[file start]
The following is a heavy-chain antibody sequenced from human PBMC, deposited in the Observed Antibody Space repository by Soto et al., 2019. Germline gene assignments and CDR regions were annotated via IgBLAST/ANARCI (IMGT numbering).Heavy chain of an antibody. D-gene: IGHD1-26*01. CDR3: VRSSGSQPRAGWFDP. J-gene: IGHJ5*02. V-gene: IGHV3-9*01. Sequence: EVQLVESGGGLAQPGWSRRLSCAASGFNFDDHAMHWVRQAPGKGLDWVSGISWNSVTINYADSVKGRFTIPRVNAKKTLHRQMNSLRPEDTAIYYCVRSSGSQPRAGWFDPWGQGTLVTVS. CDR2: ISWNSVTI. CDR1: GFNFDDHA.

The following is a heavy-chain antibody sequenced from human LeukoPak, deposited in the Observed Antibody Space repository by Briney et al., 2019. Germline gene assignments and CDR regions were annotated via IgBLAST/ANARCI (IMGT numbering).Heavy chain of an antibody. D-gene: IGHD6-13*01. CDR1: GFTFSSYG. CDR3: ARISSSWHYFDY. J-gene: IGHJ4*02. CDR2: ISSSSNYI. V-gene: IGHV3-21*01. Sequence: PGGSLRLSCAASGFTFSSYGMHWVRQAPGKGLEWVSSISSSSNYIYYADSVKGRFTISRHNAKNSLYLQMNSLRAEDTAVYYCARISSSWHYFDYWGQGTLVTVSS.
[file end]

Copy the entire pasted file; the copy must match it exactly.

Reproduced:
The following is a heavy-chain antibody sequenced from human PBMC, deposited in the Observed Antibody Space repository by Soto et al., 2019. Germline gene assignments and CDR regions were annotated via IgBLAST/ANARCI (IMGT numbering).Heavy chain of an antibody. D-gene: IGHD1-26*01. CDR3: VRSSGSQPRAGWFDP. J-gene: IGHJ5*02. V-gene: IGHV3-9*01. Sequence: EVQLVESGGGLAQPGWSRRLSCAASGFNFDDHAMHWVRQAPGKGLDWVSGISWNSVTINYADSVKGRFTIPRVNAKKTLHRQMNSLRPEDTAIYYCVRSSGSQPRAGWFDPWGQGTLVTVS. CDR2: ISWNSVTI. CDR1: GFNFDDHA.

The following is a heavy-chain antibody sequenced from human LeukoPak, deposited in the Observed Antibody Space repository by Briney et al., 2019. Germline gene assignments and CDR regions were annotated via IgBLAST/ANARCI (IMGT numbering).Heavy chain of an antibody. D-gene: IGHD6-13*01. CDR1: GFTFSSYG. CDR3: ARISSSWHYFDY. J-gene: IGHJ4*02. CDR2: ISSSSNYI. V-gene: IGHV3-21*01. Sequence: PGGSLRLSCAASGFTFSSYGMHWVRQAPGKGLEWVSSISSSSNYIYYADSVKGRFTISRHNAKNSLYLQMNSLRAEDTAVYYCARISSSWHYFDYWGQGTLVTVSS.